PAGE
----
On Tuesday, one of the fashion world's top models, Hanne Gaby Odiele, revealed that she's intersex, and the resulting press furore has proven how little the world in general knows about what being intersex actually means. Intersex people aren't the same as transgender people, and it's considered offensive to call them hermaphrodites. It's not that complicated on paper (they have gender characteristics that don't necessarily fit neatly into one gender binary or the other); but, as Odiele's own story of surgeries and shame proves, intersex people (who comprise up to two percent of the population) can face some serious societal and medical challenges.
Odiele joins a long list of intersex figures in history, including a famous Spanish nun of the 18th century who was surprised to discover herself developing a penis years after taking the veil. The condition leaped into public prominence again with the publication of Jeffrey Eugenides' prize-winning novel Middlesex, about a child with an intersex condition, though it's been criticized by intersex campaigners for the fact that (spoilers) the intersex lead character is born that way because of the family's history of incest.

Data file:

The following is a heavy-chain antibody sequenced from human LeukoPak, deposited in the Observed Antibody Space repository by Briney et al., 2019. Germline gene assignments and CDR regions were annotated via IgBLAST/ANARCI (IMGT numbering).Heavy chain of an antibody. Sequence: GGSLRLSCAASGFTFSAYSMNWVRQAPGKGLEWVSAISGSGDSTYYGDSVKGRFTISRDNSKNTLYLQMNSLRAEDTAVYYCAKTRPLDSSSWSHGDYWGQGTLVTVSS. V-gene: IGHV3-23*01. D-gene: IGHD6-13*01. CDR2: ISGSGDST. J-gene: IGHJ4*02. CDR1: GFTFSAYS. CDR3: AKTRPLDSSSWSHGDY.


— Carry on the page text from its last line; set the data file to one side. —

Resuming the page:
Odiele will bring it into the limelight once more, so let's have a look at the medical realities and controversial history of what it means to be intersex.